How to Get Fuzzy Bees Drunk
We have Passiflora incarnata (maypop passionvine) growing outside our back door. I’ve written in the past about how to grow this native plant for its delicious fruit, but today I wanted to share a video of our “bee bar.” I’d say they show up at first light, but really, they never leave. These sluggish insects gorge on nectar, becoming increasingly clumsy, until the blooms close over them at night. When dawn breaks they repeat the process.
This excerpt from an 1853 book entitled Wonders of the Insect World: With Illustrative Engravings by Francis Channing Woodworth has a delightful description of the phenomenon:
“I regret exceedingly to be obliged to announce the fact, that bumble bees are sometimes given to tippling. It seems that the nectar in the passion flower has an intoxicating effect upon these creatures, and that they now and then indulge in excessive drinking, when this beverage is within their reach. Instead of being content with a moderate draught, like orderly and temperate bees, they yield to temptation, and drink until they are quite drunk. They become so stupid, indeed, from their intemperate drinking, that they scarcely can fly home to their nest; and it sometimes happens, that one may see half a dozen of these poor creatures lying on the ground, near the goblet which has so grossly intoxicated them, and entirely unable to stir an inch. The dunces! They are almost as silly as the human drunkards that we too frequently meet with.”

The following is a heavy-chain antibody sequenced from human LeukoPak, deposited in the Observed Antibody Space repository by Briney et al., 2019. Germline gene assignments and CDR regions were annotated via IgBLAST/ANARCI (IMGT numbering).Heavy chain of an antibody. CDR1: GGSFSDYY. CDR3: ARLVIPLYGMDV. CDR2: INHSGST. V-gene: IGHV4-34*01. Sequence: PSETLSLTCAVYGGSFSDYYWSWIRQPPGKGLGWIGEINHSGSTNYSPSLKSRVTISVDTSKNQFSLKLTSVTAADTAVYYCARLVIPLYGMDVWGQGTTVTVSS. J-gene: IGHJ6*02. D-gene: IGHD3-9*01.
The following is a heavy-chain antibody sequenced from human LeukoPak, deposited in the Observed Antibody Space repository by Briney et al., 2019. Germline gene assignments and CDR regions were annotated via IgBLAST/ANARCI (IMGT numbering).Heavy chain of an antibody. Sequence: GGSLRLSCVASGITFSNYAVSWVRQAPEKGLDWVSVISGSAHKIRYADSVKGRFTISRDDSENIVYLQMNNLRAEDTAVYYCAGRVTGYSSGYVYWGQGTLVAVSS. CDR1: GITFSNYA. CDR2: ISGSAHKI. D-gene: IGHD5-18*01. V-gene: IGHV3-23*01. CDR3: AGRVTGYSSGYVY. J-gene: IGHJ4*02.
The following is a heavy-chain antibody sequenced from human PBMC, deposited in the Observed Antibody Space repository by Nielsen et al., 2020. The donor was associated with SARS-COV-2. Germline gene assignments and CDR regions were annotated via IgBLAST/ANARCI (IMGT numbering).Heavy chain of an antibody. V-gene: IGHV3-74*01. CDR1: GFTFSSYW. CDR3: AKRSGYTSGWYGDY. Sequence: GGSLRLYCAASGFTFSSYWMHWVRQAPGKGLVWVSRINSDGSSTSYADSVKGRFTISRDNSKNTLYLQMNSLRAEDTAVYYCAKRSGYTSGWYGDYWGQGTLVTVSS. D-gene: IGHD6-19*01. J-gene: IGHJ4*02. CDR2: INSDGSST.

Tippling is perilous indeed! We never find puddles of drunk bees on the ground under our plants… but perhaps our chickens find them first.